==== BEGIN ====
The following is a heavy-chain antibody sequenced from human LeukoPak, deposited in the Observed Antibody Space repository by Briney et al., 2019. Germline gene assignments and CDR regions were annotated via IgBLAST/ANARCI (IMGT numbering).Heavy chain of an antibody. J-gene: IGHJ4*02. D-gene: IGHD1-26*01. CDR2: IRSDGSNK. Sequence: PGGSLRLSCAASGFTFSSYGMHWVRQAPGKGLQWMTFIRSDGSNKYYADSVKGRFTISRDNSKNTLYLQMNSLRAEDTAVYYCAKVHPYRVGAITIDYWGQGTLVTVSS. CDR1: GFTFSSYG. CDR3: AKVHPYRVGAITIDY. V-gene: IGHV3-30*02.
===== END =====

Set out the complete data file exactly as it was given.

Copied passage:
The following is a heavy-chain antibody sequenced from human LeukoPak, deposited in the Observed Antibody Space repository by Briney et al., 2019. Germline gene assignments and CDR regions were annotated via IgBLAST/ANARCI (IMGT numbering).Heavy chain of an antibody. J-gene: IGHJ4*02. D-gene: IGHD1-26*01. CDR2: IRSDGSNK. Sequence: PGGSLRLSCAASGFTFSSYGMHWVRQAPGKGLQWMTFIRSDGSNKYYADSVKGRFTISRDNSKNTLYLQMNSLRAEDTAVYYCAKVHPYRVGAITIDYWGQGTLVTVSS. CDR1: GFTFSSYG. CDR3: AKVHPYRVGAITIDY. V-gene: IGHV3-30*02.